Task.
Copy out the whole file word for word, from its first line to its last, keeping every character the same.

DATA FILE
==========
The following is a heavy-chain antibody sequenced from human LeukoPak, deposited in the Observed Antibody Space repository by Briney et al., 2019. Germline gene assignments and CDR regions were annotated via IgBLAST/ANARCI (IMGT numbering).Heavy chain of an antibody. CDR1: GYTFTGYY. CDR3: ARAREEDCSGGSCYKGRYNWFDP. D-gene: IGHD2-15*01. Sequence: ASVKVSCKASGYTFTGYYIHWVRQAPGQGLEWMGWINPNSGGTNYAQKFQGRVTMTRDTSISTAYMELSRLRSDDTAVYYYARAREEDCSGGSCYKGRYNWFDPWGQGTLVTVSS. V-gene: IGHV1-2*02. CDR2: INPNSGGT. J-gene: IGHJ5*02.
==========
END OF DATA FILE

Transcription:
The following is a heavy-chain antibody sequenced from human LeukoPak, deposited in the Observed Antibody Space repository by Briney et al., 2019. Germline gene assignments and CDR regions were annotated via IgBLAST/ANARCI (IMGT numbering).Heavy chain of an antibody. CDR1: GYTFTGYY. CDR3: ARAREEDCSGGSCYKGRYNWFDP. D-gene: IGHD2-15*01. Sequence: ASVKVSCKASGYTFTGYYIHWVRQAPGQGLEWMGWINPNSGGTNYAQKFQGRVTMTRDTSISTAYMELSRLRSDDTAVYYYARAREEDCSGGSCYKGRYNWFDPWGQGTLVTVSS. V-gene: IGHV1-2*02. CDR2: INPNSGGT. J-gene: IGHJ5*02.